Marko, View Transitions API, and React Server Components

Marko, View Transitions API, and React Server Components


JavaScript Jam Live on Wednesday

This week we'll be joined by Dylan Piercey to talk about Marko, the little known framework created by eBay in 2014. Despite its relative obscurity, Marko anticipated many of the current trends in modern frontend frameworks nearly a decade before those trends became prominent.

Last week we spoke to Miško Hevery about Qwik. We discussed what makes Qwik different from other frameworks and the techniques it utilizes to ensure applications built with it are highly performant.

Articles of the Week

Measuring Core Web Vitals on Single-Page Applications

Traditionally, Core Web Vitals were designed for measuring the performance of individual web pages and the time it took for all necessary resources to be loaded for an individual page. However, this ignores the time it takes for a user to navigate from one page to another with "soft navigations," which is one of the core strengths of singe-page applications.

Thus, CWVs have previously not provided great metrics for evaluating the performance of a single-page application in contrast to a multi-page application. In How to measure CWVs on SPAs, Estela Franco provides instructions for measuring soft navigations in Chrome. This can be achieved in two ways, either with a PerformanceObserver or by using web-vitals.js.

Building SPAs in Chrome 111 with the View Transition API

The View Transition API allows page transitions within single-page apps, and will later include multi-page apps. The API lets you update the DOM in a single step, while generating an animated transition between the two states. Frequently requested by developers, the feature was added to Chrome 111+.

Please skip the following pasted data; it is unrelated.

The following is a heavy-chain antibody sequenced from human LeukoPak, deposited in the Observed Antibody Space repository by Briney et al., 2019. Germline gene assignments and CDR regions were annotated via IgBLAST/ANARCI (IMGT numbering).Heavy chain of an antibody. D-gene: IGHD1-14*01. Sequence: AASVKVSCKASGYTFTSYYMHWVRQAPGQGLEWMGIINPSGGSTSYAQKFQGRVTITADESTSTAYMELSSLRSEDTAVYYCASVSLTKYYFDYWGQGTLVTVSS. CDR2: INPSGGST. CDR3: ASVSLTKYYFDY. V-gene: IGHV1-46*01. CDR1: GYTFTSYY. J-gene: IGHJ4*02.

Check out the announcement article, SPA view transitions land in Chrome 111, by Jake Archibald to find out how to start using them. To learn even more about the API you can check out the following extensive guide, Smooth and simple transitions with the View Transitions API.

Announcing TypeScript 5.0

Microsoft has recently announced the release of TypeScript 5.0 which is focused on making the language smaller, simpler, and faster while bringing in several new features and improvements. Here are some of the new features included in the 5th major version:

  • New decorators standard
  • Improved ESM support for Node projects and bundlers
  • Novel ways for library authors to control generic inference
  • Expanded JSDoc functionality
  • Simplified configuration

RSC Live Stream with KCD, Dan Abramov, and Joe Savona

Kent C. Dodds streamed a conversation with Dan Abramov and Joe Savona about React Server Components where he asked many clarifying questions about the new paradigm along with questions to clarify his concerns about potential drawbacks. If you don't want to watch the whole video, Kent provided a summary of the discussion on his blog.

Composability Summit

In Micro Frontend and Web Components and Stencil, Anthony Giuliano explains how to build micro frontends as web components with Stencil. He shows how web components can make micro frontends framework agnostic and therefore more easily composable.

Podcasts of the Week

One More Thing

Watch Dev Agrawal give a rundown on the security incident that happened this month on Loom in How To Screw Up Auth and CDN Caching. The video breaks down the CDN misconfiguration which resulted in the reported issues.

JavaScript Jam on the Web

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